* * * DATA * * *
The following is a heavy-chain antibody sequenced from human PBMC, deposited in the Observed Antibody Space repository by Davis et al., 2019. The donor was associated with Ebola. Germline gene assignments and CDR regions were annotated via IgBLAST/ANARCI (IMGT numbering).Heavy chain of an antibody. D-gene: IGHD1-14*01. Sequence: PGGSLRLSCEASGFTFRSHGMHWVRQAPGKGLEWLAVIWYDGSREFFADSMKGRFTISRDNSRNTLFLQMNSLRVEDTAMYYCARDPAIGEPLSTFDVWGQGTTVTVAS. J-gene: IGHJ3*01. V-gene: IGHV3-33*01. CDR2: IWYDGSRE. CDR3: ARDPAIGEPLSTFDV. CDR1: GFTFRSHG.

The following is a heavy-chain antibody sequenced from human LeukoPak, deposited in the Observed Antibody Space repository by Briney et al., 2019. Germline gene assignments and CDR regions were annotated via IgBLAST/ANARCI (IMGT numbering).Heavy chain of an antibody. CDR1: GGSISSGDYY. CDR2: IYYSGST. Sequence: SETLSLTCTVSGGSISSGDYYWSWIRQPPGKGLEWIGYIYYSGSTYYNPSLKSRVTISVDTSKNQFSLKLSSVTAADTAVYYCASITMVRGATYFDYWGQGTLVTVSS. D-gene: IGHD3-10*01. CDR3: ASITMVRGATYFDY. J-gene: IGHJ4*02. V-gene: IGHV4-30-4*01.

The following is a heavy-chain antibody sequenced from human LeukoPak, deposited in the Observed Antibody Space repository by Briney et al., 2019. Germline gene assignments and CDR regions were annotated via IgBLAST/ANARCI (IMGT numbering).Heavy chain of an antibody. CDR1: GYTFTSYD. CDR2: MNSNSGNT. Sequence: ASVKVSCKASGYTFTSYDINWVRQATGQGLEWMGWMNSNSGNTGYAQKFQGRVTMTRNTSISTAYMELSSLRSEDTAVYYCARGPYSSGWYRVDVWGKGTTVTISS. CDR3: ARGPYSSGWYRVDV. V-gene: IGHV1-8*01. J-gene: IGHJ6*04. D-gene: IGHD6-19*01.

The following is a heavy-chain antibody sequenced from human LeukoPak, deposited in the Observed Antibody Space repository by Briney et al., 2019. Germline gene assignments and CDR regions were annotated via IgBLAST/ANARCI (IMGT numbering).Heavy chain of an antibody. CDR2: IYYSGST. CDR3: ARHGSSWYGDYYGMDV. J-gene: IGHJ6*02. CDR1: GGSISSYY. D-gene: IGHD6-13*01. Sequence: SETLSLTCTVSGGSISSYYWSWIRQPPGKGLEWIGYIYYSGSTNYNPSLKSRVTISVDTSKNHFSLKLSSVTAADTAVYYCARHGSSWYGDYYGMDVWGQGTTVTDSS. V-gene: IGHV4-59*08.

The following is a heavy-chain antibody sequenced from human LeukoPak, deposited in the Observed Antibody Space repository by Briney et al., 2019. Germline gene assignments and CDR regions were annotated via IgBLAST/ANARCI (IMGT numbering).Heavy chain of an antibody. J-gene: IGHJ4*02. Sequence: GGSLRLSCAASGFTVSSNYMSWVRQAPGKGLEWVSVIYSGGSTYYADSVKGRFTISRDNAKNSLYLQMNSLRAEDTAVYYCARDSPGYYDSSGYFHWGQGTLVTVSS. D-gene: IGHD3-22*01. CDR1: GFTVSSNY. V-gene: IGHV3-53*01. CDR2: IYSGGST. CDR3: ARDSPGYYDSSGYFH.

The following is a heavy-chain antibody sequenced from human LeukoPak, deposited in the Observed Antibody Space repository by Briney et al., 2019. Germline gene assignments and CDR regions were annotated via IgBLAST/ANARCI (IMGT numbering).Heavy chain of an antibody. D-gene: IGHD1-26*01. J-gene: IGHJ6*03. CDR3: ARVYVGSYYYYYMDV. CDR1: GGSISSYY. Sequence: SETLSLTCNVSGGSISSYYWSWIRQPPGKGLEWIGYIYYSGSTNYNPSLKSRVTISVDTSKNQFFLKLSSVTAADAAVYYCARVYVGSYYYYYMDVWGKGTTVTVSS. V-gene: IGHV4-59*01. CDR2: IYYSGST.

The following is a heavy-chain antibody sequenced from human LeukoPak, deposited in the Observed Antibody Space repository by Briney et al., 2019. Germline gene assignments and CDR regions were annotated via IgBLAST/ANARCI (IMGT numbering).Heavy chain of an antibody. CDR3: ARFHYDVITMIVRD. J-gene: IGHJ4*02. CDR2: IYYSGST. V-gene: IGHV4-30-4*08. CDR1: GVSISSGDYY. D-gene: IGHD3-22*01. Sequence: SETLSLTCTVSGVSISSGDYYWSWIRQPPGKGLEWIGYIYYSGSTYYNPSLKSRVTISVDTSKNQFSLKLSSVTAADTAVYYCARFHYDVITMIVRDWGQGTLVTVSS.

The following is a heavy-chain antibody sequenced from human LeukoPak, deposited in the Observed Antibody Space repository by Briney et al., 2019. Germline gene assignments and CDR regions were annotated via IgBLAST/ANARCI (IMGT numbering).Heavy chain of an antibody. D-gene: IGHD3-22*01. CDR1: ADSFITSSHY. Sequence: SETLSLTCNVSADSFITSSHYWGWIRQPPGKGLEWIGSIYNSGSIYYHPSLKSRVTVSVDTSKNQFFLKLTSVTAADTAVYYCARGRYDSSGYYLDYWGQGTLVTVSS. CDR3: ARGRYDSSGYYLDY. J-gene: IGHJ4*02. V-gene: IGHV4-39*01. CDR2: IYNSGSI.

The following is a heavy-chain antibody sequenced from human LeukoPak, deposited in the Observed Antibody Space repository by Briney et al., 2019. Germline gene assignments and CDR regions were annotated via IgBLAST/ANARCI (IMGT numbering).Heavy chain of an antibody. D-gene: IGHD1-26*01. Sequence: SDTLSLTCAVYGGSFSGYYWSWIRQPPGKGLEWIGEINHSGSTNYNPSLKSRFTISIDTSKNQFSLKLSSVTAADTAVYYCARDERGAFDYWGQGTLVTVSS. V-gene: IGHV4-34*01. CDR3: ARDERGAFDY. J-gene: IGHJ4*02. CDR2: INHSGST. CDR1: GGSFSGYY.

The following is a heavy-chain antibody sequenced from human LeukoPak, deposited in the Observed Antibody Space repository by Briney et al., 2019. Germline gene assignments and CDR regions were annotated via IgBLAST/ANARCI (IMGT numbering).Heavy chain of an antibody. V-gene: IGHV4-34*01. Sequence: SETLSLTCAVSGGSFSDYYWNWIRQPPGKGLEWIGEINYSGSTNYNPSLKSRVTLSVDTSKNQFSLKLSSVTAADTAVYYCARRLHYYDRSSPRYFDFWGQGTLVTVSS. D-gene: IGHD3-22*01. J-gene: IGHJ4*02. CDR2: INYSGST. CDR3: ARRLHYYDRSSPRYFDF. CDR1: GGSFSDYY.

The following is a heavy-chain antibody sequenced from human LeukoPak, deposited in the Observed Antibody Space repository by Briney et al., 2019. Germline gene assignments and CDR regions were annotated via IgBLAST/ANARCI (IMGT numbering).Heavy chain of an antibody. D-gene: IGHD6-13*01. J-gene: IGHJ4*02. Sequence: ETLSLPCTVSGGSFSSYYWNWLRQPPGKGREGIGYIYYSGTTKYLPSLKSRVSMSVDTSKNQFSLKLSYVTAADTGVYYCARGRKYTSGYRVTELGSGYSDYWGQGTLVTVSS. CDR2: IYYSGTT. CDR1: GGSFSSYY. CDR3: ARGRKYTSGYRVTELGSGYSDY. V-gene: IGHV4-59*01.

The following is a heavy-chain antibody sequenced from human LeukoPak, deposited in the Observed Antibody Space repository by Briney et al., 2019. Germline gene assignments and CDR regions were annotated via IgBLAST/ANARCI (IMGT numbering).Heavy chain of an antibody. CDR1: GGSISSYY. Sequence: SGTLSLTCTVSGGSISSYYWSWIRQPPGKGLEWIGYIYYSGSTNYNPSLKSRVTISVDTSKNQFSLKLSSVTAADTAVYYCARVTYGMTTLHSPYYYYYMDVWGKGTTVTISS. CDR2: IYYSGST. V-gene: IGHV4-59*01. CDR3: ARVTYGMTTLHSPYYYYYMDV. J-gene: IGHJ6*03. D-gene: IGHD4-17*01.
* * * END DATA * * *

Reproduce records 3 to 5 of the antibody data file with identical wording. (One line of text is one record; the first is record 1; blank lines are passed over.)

The following is a heavy-chain antibody sequenced from human LeukoPak, deposited in the Observed Antibody Space repository by Briney et al., 2019. Germline gene assignments and CDR regions were annotated via IgBLAST/ANARCI (IMGT numbering).Heavy chain of an antibody. CDR1: GYTFTSYD. CDR2: MNSNSGNT. Sequence: ASVKVSCKASGYTFTSYDINWVRQATGQGLEWMGWMNSNSGNTGYAQKFQGRVTMTRNTSISTAYMELSSLRSEDTAVYYCARGPYSSGWYRVDVWGKGTTVTISS. CDR3: ARGPYSSGWYRVDV. V-gene: IGHV1-8*01. J-gene: IGHJ6*04. D-gene: IGHD6-19*01.

The following is a heavy-chain antibody sequenced from human LeukoPak, deposited in the Observed Antibody Space repository by Briney et al., 2019. Germline gene assignments and CDR regions were annotated via IgBLAST/ANARCI (IMGT numbering).Heavy chain of an antibody. CDR2: IYYSGST. CDR3: ARHGSSWYGDYYGMDV. J-gene: IGHJ6*02. CDR1: GGSISSYY. D-gene: IGHD6-13*01. Sequence: SETLSLTCTVSGGSISSYYWSWIRQPPGKGLEWIGYIYYSGSTNYNPSLKSRVTISVDTSKNHFSLKLSSVTAADTAVYYCARHGSSWYGDYYGMDVWGQGTTVTDSS. V-gene: IGHV4-59*08.

The following is a heavy-chain antibody sequenced from human LeukoPak, deposited in the Observed Antibody Space repository by Briney et al., 2019. Germline gene assignments and CDR regions were annotated via IgBLAST/ANARCI (IMGT numbering).Heavy chain of an antibody. J-gene: IGHJ4*02. Sequence: GGSLRLSCAASGFTVSSNYMSWVRQAPGKGLEWVSVIYSGGSTYYADSVKGRFTISRDNAKNSLYLQMNSLRAEDTAVYYCARDSPGYYDSSGYFHWGQGTLVTVSS. D-gene: IGHD3-22*01. CDR1: GFTVSSNY. V-gene: IGHV3-53*01. CDR2: IYSGGST. CDR3: ARDSPGYYDSSGYFH.